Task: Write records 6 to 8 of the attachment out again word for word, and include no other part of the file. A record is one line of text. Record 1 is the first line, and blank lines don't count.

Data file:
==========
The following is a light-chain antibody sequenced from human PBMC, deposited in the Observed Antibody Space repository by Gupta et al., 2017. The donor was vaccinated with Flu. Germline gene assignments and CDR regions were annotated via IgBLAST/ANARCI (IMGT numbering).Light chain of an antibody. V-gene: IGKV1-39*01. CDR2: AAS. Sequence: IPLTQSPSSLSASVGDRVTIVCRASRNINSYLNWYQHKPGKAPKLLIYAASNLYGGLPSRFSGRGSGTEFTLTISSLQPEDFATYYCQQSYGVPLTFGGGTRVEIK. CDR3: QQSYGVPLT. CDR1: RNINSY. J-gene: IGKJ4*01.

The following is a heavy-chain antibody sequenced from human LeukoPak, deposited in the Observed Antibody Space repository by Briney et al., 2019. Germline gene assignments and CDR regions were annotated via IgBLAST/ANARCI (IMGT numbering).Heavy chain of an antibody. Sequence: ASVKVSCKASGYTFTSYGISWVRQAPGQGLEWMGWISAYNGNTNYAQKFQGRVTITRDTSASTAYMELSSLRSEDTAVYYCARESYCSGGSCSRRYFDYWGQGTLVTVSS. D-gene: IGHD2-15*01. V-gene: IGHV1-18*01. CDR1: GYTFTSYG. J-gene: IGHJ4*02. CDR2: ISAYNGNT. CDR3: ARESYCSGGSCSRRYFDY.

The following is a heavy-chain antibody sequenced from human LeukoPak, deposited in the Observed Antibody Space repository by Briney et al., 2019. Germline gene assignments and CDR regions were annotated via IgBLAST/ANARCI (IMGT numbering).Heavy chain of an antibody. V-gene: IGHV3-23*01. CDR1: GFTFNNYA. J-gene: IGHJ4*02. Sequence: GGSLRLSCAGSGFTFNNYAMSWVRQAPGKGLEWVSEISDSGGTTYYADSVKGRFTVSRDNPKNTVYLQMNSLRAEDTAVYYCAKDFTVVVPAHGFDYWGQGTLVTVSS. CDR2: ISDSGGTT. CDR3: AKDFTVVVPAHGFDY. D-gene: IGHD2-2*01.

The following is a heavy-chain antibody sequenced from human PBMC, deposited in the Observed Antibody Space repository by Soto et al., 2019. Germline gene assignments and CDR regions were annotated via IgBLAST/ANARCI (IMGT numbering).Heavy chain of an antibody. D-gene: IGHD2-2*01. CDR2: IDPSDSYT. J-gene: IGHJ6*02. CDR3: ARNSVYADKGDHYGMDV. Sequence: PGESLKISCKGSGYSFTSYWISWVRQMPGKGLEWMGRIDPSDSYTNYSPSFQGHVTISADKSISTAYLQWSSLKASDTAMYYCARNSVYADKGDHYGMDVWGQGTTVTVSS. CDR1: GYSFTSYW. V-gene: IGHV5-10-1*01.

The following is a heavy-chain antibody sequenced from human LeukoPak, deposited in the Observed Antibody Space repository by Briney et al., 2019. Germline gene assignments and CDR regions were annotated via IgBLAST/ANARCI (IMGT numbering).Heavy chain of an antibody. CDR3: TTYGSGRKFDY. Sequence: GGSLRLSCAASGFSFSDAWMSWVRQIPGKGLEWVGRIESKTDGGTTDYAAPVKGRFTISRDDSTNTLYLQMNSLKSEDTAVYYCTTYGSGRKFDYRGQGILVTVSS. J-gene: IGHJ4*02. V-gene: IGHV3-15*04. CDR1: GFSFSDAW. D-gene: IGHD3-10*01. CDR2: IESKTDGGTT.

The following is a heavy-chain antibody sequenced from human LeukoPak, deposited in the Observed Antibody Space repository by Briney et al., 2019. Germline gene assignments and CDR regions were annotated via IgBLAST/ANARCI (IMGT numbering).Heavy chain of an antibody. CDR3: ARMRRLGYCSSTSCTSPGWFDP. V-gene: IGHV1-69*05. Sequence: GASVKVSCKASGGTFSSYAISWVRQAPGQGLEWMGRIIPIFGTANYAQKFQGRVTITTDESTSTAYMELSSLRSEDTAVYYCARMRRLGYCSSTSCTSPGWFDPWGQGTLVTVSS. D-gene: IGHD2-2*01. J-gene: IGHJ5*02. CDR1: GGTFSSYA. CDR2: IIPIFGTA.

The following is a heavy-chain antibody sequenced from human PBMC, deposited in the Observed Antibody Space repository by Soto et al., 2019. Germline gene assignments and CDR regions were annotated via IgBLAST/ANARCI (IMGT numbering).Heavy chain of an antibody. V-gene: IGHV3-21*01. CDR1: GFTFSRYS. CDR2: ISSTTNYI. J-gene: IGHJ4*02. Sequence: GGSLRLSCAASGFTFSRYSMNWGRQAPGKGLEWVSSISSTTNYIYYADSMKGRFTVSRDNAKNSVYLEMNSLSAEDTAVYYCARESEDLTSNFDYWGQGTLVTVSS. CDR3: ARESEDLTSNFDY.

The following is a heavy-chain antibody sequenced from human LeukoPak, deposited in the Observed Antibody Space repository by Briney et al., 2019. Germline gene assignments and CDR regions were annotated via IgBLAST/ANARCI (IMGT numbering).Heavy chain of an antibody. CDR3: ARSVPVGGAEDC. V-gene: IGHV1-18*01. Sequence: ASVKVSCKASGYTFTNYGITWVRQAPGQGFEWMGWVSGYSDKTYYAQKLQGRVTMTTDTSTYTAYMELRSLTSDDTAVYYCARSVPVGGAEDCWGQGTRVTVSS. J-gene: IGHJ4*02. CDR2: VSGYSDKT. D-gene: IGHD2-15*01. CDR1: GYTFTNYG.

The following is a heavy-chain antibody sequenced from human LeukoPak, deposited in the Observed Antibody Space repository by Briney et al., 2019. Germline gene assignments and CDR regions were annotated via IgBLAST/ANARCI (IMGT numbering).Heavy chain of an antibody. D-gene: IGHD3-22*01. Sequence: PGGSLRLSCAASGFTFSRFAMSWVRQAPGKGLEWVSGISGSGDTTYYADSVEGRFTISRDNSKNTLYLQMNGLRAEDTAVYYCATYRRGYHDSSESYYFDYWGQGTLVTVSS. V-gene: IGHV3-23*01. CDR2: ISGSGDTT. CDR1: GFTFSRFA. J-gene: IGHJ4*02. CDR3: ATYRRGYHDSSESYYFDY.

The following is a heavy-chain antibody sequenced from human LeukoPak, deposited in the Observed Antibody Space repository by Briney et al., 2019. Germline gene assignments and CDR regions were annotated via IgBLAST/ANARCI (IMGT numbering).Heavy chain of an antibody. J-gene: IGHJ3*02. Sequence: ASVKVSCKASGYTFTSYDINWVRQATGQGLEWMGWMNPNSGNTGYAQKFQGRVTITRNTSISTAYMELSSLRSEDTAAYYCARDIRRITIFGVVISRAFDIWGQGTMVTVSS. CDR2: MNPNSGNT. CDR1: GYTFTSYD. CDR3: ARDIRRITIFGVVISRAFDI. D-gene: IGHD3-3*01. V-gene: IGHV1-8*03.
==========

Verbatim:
The following is a heavy-chain antibody sequenced from human LeukoPak, deposited in the Observed Antibody Space repository by Briney et al., 2019. Germline gene assignments and CDR regions were annotated via IgBLAST/ANARCI (IMGT numbering).Heavy chain of an antibody. CDR3: ARMRRLGYCSSTSCTSPGWFDP. V-gene: IGHV1-69*05. Sequence: GASVKVSCKASGGTFSSYAISWVRQAPGQGLEWMGRIIPIFGTANYAQKFQGRVTITTDESTSTAYMELSSLRSEDTAVYYCARMRRLGYCSSTSCTSPGWFDPWGQGTLVTVSS. D-gene: IGHD2-2*01. J-gene: IGHJ5*02. CDR1: GGTFSSYA. CDR2: IIPIFGTA.

The following is a heavy-chain antibody sequenced from human PBMC, deposited in the Observed Antibody Space repository by Soto et al., 2019. Germline gene assignments and CDR regions were annotated via IgBLAST/ANARCI (IMGT numbering).Heavy chain of an antibody. V-gene: IGHV3-21*01. CDR1: GFTFSRYS. CDR2: ISSTTNYI. J-gene: IGHJ4*02. Sequence: GGSLRLSCAASGFTFSRYSMNWGRQAPGKGLEWVSSISSTTNYIYYADSMKGRFTVSRDNAKNSVYLEMNSLSAEDTAVYYCARESEDLTSNFDYWGQGTLVTVSS. CDR3: ARESEDLTSNFDY.

The following is a heavy-chain antibody sequenced from human LeukoPak, deposited in the Observed Antibody Space repository by Briney et al., 2019. Germline gene assignments and CDR regions were annotated via IgBLAST/ANARCI (IMGT numbering).Heavy chain of an antibody. CDR3: ARSVPVGGAEDC. V-gene: IGHV1-18*01. Sequence: ASVKVSCKASGYTFTNYGITWVRQAPGQGFEWMGWVSGYSDKTYYAQKLQGRVTMTTDTSTYTAYMELRSLTSDDTAVYYCARSVPVGGAEDCWGQGTRVTVSS. J-gene: IGHJ4*02. CDR2: VSGYSDKT. D-gene: IGHD2-15*01. CDR1: GYTFTNYG.